- “If You Want to Be Rich, Be Thoughtful”: Most people do not equate money with kindness. Taking two ideas on the opposite end of the spectrum and marrying them together stands out.
- “6 Ways to Be More Likable by Saying Very Little”: Prior to publishing this one, I Googled “by Saying Very Little,” and at the time no one had ever used it in a title. I knew immediately it was going to connect with people. Most people want to be liked. Most people also don’t want to have to do a lot of work.
Most of the articles above have more than 50,000 views and half of them have more than 100,000. This exercise isn’t only effective for titles, but getting ideas for articles in general.
Look around for what’s hot.
Ask yourself what other people aren’t saying.
Move some of the words around.
It’s fun and keeps your mind young.
Just make sure the flips you do make are in line with your values and truly represent your beliefs - people can tell if you’re trying too hard to be clever.
An example of a simple flip for my branding
Instead of talking about work first, like so many other people do on their Linkedin profiles, I put my true priority first — my family.
Leading with “Co-creator of two little boys with an equally cool woman,” instead of starting with what I do, has led to a few dozen messages telling me how refreshing it is. Not to mention a handful of coaching clients.
I want the importance of relationships baked into my personal brand. This little flip helps convey that message.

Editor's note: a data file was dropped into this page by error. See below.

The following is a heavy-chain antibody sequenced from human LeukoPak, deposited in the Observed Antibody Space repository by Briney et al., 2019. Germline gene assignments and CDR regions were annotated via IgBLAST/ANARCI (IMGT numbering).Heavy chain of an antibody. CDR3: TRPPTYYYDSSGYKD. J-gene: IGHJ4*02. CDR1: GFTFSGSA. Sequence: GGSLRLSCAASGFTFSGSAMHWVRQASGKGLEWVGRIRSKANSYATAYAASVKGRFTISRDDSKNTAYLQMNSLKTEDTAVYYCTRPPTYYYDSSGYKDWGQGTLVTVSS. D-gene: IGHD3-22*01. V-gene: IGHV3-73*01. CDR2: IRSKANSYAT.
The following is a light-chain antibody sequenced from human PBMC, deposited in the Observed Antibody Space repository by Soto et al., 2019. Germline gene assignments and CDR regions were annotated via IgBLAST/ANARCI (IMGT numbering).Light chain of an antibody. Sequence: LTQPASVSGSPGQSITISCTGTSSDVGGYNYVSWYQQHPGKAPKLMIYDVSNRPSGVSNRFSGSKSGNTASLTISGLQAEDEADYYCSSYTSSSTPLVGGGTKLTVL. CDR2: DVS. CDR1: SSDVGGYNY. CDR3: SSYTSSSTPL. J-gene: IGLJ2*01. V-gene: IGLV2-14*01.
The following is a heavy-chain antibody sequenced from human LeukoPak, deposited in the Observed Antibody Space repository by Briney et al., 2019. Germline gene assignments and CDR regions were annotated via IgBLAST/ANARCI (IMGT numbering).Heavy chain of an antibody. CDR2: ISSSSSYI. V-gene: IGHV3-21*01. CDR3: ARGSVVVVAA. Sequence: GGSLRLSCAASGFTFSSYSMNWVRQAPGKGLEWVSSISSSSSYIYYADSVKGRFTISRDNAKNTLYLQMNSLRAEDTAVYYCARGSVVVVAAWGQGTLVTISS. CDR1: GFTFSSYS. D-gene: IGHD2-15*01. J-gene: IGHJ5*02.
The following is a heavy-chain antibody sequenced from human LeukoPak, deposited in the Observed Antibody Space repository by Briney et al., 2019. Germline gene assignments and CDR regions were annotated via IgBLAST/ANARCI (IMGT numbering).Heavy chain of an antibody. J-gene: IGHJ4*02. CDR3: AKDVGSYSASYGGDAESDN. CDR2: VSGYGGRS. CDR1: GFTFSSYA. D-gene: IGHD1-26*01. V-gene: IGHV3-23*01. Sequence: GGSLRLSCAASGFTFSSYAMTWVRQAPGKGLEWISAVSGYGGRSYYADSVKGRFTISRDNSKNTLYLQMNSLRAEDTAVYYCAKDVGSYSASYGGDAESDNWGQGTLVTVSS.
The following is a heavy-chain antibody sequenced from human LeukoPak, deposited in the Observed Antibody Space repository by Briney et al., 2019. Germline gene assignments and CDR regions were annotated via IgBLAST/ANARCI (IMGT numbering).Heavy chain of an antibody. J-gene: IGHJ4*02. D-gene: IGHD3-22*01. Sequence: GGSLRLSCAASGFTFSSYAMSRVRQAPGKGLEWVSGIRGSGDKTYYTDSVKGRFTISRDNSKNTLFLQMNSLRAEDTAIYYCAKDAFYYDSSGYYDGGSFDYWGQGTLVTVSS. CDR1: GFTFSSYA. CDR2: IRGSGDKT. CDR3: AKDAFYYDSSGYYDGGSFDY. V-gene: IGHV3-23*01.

Maybe I don’t get a lot of alpha CEOs contacting me, but that’s fine. If I’ve learned anything in my 43 years it’s that we have a life, not a career. I want to work with people who agree with that statement.
You’d be surprised how effective not talking about work first can be for your work.
Be the Person Who Plays With Words
If you think the world is competitive today, give it a few years. Many of us are going to have to piece together our incomes to make ends meet.
We’re all talking about the same ideas. Taking the time to play around with how you package your message will help you to stand out from the rest.
Look at your branding and play around with the order of your messaging.
Read over a bunch of popular quotes and see how you can make them your own.
Make a list of common clichés and twist them up.
Watch spots like Dos Equis, and study comedians and shows like Seinfeld —masters at making the mundane look interesting.
Study screenplays like “The Incredibles” — it’s not every day a film comes out where a superhero gets kidnapped and his wife and kids have to save him. That simple flip led to a nomination for Best Screenplay.
Scan bookstores for interesting titles. It’s hard to walk away from covers that read “How to Lose Friends and Alienate People.” Not to mention, “Are You There, Vodka?” And my personal favorite, “John Dies at The End.”
Words are fun. They’re meant to be played with.
Move them from the left and right.
Fortunately, we don’t have to do that anymore.
In an instant, our words can travel all over the globe.
It pays to play with them.